Section IV. pH and pOH
9-10. CONCEPT OF pH
Pure water contains an equal concentration of hydrogen and hydroxide ion.
Thus, it is a neutral substance, neither acidic nor basic. If a solution has an excess of
hydrogen ions, the solution will be acidic. If a solution has an excess of hydroxide ions,
the solution will be alkaline. It is customary to use the hydrogen ion concentration (pH)
as a measure of the acidity or alkalinity of a solution. pH is a unit of concentration that
allows the technician to work with very dilute concentrations of hydrogen and hydroxide
ion in a convenient form. This scale permits the representation of the enormous range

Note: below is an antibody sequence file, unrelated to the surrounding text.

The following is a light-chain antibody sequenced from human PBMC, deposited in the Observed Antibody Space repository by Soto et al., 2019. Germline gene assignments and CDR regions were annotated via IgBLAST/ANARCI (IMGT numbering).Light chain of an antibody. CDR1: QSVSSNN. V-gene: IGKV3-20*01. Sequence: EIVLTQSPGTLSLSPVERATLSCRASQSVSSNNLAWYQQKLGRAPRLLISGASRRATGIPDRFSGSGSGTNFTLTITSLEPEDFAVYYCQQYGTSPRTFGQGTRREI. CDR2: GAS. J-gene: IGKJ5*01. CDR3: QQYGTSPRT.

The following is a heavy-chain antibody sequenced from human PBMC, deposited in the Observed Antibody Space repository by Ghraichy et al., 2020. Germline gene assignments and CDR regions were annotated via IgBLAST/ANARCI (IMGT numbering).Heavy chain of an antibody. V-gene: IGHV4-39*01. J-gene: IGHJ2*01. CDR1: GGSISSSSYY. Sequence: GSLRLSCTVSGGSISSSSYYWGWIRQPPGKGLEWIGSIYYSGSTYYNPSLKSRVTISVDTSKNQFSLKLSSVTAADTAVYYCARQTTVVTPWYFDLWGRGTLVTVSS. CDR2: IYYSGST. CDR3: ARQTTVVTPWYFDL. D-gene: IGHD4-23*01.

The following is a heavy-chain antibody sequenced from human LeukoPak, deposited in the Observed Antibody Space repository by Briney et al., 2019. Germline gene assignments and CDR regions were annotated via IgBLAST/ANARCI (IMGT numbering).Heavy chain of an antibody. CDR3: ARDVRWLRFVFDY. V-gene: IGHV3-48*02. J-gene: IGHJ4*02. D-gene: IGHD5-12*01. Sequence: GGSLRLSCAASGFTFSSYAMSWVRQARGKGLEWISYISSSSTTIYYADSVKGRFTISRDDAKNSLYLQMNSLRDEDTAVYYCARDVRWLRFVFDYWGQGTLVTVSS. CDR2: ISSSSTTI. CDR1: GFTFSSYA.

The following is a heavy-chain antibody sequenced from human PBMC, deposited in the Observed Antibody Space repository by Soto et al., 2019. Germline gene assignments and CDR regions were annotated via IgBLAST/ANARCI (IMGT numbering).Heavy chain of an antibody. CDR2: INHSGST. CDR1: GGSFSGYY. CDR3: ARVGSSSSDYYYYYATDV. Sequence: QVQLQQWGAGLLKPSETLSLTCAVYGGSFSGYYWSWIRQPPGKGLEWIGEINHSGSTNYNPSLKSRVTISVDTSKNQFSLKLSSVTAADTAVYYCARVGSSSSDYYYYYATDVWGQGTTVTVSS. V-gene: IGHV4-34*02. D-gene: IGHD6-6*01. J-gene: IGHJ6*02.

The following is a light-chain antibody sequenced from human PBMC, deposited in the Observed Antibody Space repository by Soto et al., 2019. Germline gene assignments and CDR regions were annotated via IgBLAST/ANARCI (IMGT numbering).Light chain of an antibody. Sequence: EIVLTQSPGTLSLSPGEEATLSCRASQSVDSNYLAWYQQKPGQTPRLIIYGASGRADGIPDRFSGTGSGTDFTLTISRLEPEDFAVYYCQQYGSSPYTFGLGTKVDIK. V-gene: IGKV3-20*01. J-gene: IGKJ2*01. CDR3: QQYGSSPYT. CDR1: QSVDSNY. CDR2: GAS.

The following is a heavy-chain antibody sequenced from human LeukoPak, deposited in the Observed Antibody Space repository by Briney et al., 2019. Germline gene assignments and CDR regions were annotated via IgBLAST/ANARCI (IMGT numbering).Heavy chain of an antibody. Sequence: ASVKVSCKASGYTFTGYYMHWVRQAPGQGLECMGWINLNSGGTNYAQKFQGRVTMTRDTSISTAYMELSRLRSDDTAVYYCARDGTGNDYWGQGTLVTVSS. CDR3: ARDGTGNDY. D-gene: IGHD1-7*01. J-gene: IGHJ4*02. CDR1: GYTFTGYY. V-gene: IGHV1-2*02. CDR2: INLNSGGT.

of the possible [H ] concentrations from a 1.0 mol/L [H ] to a 1.0 X 10-14 mol/L [H ].
9-11. APPLICATION OF CONCEPT OF pH
The notation p denotes "negative log of." Logarithms are discussed in lesson 1,
and there is a four-place logarithm table in Appendix B. pH is mathematically defined
-log [H ] or log 1/[H ]
a. Example 1. What is the pH of a 0.133 mol/L HCl solution?
Solution. Select the expression that allows you to solve for the unknown
pH = -log [H ]
Substitute the given information, and solve for the unknown quantity.
pH = -log 0.133 = --log [1.33 X 10--1] = --(0.1239 -- 1)
pH = -(-0.876)
pH = 0.876
b. Example 2. What is the pH of a 0.020 mol/L acid solution that is ionized 1.8
Solution. From previous discussion, hydrogen or hydroxide does not
contribute to the acidity or alkalinity of a solution unless ionized. So in this problem
consider only that hydrogen ion that is ionized.
pH = -log [H ]
pH = -log [(0.020 mol/L) (0.018)] = --log [3.6 x 10--4] = --(.5563 --4)
pH = 3.4